Healthy, happy kids grow up to create a healthy, happy world.
As we continue to share our ongoing report from the National Summit on Adverse Childhood Experiences, held last month in Philadelphia, It was an exciting moment when "Mapping the Movement" was unveiled. It is a project
of ACEs Connection and ISF. We are developing a common language around ACEs and Resilience. People from all walks of life -- physicians, teachers, high school students, social workers, judges, community activists, researchers, funders, policy makers and parents -- are all talking ACEs. We have momentum. People are connecting. They're connecting across silos, across geographies.
Beyond this Summit, ISF in partnership with Aces Connections intends to build and support increased connections. This map is symbolic of much work and many efforts and amazing dedication. But it's also real, interactive, searchable -- a tool for you to use, to continue making connections. You can go to explore this interactive tool and "get on the map!" "Mapping the Momentum" or you can find it on ISF's homepage.
I hope you are as inspired as I am by the amazing work taking place in all the corners of this country.
Executive Director, Institute for Safe Families
|On The ACEs Frontier:
WHAT'S HAPPENING AROUND THE COUNTRY
From Florida to Oregon, ACEs are on the map.
The National Summit on Adverse Childhood Experiences, held in Philadelphia May 13 and 14, featured a giant map projection that showed all the locations where physicians, child advocates, educators and others are putting ACEs into policy and practice.
In Maine, where one in every four children is being raised in poverty, the state's Children's Growth Councildeveloped a "tool kit" of strategies for health care providers. When providers learn about parents' adverse childhood experiences, they ask, "How is this affecting your relationship with your baby or child? What has worked for you in overcoming the ACEs that don't bother you anymore?"
In the opposite corner of the country, the Children's Resilience Initiative(CRI) in Walla Walla, Washington is trying to promote the message that a high ACE score is not a life sentence, said Walla Walla County Community Network coordinator Teri Barila.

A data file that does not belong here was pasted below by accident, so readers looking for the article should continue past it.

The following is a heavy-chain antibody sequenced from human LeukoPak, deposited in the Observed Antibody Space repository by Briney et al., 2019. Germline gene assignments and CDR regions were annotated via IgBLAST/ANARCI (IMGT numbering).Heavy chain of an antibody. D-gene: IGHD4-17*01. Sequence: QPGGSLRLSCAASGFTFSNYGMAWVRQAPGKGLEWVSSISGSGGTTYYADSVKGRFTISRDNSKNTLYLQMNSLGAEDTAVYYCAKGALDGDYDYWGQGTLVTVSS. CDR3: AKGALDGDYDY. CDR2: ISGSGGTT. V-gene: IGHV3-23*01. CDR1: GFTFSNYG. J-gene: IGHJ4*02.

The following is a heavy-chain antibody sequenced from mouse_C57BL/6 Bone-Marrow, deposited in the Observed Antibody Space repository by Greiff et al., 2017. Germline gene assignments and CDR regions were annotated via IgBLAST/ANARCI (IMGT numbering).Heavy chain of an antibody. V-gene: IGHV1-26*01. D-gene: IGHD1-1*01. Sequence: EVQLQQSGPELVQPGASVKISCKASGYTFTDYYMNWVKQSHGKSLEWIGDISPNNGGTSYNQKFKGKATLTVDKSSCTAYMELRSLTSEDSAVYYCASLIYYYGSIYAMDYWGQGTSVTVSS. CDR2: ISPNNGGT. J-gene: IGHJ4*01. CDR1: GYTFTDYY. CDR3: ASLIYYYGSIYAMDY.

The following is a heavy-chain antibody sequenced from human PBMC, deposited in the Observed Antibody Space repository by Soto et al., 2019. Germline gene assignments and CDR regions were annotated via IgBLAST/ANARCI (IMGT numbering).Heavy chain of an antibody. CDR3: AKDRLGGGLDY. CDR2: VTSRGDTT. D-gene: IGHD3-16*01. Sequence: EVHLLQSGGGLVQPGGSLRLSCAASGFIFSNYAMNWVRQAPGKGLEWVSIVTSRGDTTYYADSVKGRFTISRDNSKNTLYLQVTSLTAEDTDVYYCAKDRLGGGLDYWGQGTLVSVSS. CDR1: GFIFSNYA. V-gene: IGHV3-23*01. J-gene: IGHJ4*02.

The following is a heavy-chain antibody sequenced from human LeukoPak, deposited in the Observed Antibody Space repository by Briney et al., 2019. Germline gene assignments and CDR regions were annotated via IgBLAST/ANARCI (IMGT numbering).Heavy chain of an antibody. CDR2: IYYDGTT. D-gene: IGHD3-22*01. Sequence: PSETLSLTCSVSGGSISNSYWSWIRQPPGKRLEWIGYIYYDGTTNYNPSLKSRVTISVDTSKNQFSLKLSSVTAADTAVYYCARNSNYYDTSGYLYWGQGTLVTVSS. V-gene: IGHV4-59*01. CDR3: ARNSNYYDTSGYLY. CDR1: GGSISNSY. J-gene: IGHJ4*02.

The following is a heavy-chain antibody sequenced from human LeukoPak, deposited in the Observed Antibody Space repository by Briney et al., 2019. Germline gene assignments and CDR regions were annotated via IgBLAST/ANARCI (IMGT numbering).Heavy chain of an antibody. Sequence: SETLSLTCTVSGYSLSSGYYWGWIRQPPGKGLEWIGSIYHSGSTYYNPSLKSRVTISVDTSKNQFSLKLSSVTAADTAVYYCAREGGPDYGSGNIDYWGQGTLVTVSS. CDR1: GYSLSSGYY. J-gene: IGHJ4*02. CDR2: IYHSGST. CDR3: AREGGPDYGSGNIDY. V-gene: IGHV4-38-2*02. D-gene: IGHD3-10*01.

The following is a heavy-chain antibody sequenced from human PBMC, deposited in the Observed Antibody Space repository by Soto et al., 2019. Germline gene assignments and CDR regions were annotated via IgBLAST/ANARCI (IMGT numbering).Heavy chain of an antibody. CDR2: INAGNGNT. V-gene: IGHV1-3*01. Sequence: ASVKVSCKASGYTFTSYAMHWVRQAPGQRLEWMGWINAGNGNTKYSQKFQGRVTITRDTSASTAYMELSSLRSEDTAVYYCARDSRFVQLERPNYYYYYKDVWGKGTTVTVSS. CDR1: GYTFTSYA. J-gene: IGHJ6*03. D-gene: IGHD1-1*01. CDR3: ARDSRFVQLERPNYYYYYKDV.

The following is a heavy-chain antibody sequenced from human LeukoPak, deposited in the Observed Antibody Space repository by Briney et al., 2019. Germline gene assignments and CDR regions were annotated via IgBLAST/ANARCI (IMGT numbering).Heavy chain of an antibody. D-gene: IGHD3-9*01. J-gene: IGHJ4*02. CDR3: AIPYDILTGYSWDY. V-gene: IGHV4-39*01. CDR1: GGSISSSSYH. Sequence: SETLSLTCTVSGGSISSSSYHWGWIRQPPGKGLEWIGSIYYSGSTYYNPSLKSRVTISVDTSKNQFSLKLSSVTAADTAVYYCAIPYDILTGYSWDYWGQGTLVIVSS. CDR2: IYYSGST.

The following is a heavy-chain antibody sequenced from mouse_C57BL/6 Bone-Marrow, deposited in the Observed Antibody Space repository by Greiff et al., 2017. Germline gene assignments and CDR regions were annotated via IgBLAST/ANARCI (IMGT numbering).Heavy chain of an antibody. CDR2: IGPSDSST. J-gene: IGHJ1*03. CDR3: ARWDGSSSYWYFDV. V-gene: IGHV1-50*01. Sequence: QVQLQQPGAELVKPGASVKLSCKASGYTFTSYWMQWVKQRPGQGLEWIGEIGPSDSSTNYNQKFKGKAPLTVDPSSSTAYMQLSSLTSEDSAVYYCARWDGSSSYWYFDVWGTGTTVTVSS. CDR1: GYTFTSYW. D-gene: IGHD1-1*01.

CRI has created innovative tools including an interactive website, a parent handbook, a kids' coloring book and a deck of cards packed with quick, concrete strategies for parents and children to boost coping skills and build resilience.
During a school in-service day in Walla Walla, classroom teachers, administrators, cafeteria workers, nurses and janitors learned some basic brain science, including the idea that a stressed child can't respond, learn or collaborate with others.
When San Francisco physician Nadine Burke Harris found herself sobbing in the office of her health center's psychologist at least once a week, despondent about the trauma she witnessed in the lives of her young patients, she decided to launch multidisciplinary rounds. All children at the health center are screened for ACEs, and at a weekly team meeting, doctors, mental health specialists and case managers make collaborative treatment plans for the toughest cases.
Burke Harris's Center for Youth Wellness, a subspecialty clinic for ACEs and toxic stress, takes that work a step further, providing home visits, psychotherapy, biofeedback, mindfulness and coping skills training to children and families.
And in Philadelphia, the 11th Street Family Health Services of Drexel University takes a holistic approach. The center served 10,000 patients in 2012 with coordinated care that included nutrition, HIV screening, dance/movement therapy, smoking cessation and other services.Growing Together, an early intervention/prevention program, includes group sessions for mothers both before and after the baby's birth.
Susan Dreyfus, president and CEO of Families International, said that a comprehensive and transformative response to ACEs must focus on three primary goals: reducing the number of people living in poverty; increasing the number of people living safe and healthy lives; and putting more people on the path to educational and job success.
She urged Summit participants to think big: Which state will be the first to require an ACE assessment on policies and budgets having to do with children and families? How can every interaction between a health care provider and a patient be ACE-informed? How can everyone become educated on the emerging science of toxic stress and brain development?
"Next year's map," she vowed, "will show us all we are achieving in moving this social movement across America."